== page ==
“Further, I want to have an open door policy to consider every citizens ideas as well as concerns.   I will be a representative of the people and lead by example.”

Ward is currently an Adjunct Professor at the University of Arkansas School of Law and will also be receiving an LL.M degree in Agricultural Law this May.  He holds a Bachelor of Science degree in Agricultural Business from Arkansas State University and a Juris Doctorate degree from the University of Arkansas School of Law.    

Ward joined the Marine Corps in 2000 and has deployed to both Afghanistan and Jordan in support of Operation Enduring Freedom.  His current reserve unit is the 3rd Civil Affairs Group (CAG) located in Great Lakes, Illinois.  He is a graduate of Riverside High School and a lifelong member of Refuge General Baptist Church in Lake City.

“It would be an honor to serve the residents of Craighead County, and I humbly ask for your vote.”

Monday, February 24, 2014

Foscolo & Handel PLLC, The Food Law Firm

It is with pride that I cross-post this announcement from LL.M. alumnus, Jason Foscolo, as posted on The Food Law Firm Blog, dated February 24, 2014 -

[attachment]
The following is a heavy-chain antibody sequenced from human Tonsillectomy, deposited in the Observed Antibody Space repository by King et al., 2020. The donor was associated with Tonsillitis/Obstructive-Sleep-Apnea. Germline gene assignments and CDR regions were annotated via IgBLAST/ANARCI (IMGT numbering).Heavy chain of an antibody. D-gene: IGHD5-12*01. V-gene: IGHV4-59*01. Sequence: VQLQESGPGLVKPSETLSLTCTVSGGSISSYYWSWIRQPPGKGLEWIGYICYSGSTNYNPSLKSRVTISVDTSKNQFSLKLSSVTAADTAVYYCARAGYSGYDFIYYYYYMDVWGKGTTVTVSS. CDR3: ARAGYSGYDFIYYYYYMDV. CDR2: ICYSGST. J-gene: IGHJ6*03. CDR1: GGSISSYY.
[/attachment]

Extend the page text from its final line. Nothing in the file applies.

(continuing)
It is with great pride that I publicly announce the launch of Foscolo & Handel PLLC, a new law practice dedicated to servicing the legal needs of farmers and food entrepreneurs. Earlier this year, Lauren Handel and I officially teamed up to combine our skills, experience, and resources for the benefit of our rapidly growing base of clients. Foscolo & Handel PLLC can now offer the community of food entrepreneurs more services, such as litigation, and with greater flexibility and availability than ever before.
I am particularly excited to be working alongside an attorney of Lauren’s caliber. Her incredible dedication to the burgeoning field of food law is truly inspirational. After 10 years at a prestigious “BigLaw” firm in New York and Washington, D.C., she chose to reorient her professional life to help support the kinds of clients that matter to her personally, those in the food industry. Her professionalism, commitment to her new clients, and her remarkable passion for food law inspire me to be a better attorney every day that we work together. The knowledge and experience she brings to this partnership will prove to be invaluable assets to our clients. 
I’d also like to take this opportunity to thank our clients and colleagues, whose support and trust in our unique legal expertise has sustained the rapid growth of this firm since its founding in 2011. Their continuing commitment to our firm is a testament to the usefulness of food law to their businesses.
Foscolo & Handel PLLC, the full service, general practice Food Law Firm, is now officially open for business.